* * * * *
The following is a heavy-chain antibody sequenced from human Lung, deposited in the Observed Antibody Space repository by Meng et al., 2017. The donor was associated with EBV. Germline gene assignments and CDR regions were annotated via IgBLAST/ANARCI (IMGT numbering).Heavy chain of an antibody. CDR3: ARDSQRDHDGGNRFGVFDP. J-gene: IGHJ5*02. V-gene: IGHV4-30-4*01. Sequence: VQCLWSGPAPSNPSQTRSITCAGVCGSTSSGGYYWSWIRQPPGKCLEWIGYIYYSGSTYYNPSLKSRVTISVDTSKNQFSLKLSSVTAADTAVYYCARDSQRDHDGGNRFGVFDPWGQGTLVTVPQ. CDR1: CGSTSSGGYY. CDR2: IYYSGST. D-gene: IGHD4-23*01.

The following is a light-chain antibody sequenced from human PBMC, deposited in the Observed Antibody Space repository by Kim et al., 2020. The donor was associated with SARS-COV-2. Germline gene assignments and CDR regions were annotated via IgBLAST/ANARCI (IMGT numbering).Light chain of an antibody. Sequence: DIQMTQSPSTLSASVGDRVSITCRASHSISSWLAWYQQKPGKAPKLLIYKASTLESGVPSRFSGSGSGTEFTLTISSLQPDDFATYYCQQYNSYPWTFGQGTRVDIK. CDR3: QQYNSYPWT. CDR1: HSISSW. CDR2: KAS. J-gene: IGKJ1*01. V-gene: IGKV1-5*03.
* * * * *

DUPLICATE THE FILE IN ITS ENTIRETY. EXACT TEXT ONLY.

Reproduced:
The following is a heavy-chain antibody sequenced from human Lung, deposited in the Observed Antibody Space repository by Meng et al., 2017. The donor was associated with EBV. Germline gene assignments and CDR regions were annotated via IgBLAST/ANARCI (IMGT numbering).Heavy chain of an antibody. CDR3: ARDSQRDHDGGNRFGVFDP. J-gene: IGHJ5*02. V-gene: IGHV4-30-4*01. Sequence: VQCLWSGPAPSNPSQTRSITCAGVCGSTSSGGYYWSWIRQPPGKCLEWIGYIYYSGSTYYNPSLKSRVTISVDTSKNQFSLKLSSVTAADTAVYYCARDSQRDHDGGNRFGVFDPWGQGTLVTVPQ. CDR1: CGSTSSGGYY. CDR2: IYYSGST. D-gene: IGHD4-23*01.

The following is a light-chain antibody sequenced from human PBMC, deposited in the Observed Antibody Space repository by Kim et al., 2020. The donor was associated with SARS-COV-2. Germline gene assignments and CDR regions were annotated via IgBLAST/ANARCI (IMGT numbering).Light chain of an antibody. Sequence: DIQMTQSPSTLSASVGDRVSITCRASHSISSWLAWYQQKPGKAPKLLIYKASTLESGVPSRFSGSGSGTEFTLTISSLQPDDFATYYCQQYNSYPWTFGQGTRVDIK. CDR3: QQYNSYPWT. CDR1: HSISSW. CDR2: KAS. J-gene: IGKJ1*01. V-gene: IGKV1-5*03.